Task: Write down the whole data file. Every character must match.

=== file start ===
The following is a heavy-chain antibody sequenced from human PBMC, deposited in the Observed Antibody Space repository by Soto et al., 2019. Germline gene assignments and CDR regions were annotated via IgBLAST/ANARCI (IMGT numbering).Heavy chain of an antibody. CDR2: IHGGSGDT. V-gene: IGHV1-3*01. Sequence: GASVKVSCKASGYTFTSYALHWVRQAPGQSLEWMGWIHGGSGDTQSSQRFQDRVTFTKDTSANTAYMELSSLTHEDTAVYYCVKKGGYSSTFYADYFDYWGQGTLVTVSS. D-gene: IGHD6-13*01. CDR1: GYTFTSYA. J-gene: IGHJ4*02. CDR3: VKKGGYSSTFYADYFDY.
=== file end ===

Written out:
The following is a heavy-chain antibody sequenced from human PBMC, deposited in the Observed Antibody Space repository by Soto et al., 2019. Germline gene assignments and CDR regions were annotated via IgBLAST/ANARCI (IMGT numbering).Heavy chain of an antibody. CDR2: IHGGSGDT. V-gene: IGHV1-3*01. Sequence: GASVKVSCKASGYTFTSYALHWVRQAPGQSLEWMGWIHGGSGDTQSSQRFQDRVTFTKDTSANTAYMELSSLTHEDTAVYYCVKKGGYSSTFYADYFDYWGQGTLVTVSS. D-gene: IGHD6-13*01. CDR1: GYTFTSYA. J-gene: IGHJ4*02. CDR3: VKKGGYSSTFYADYFDY.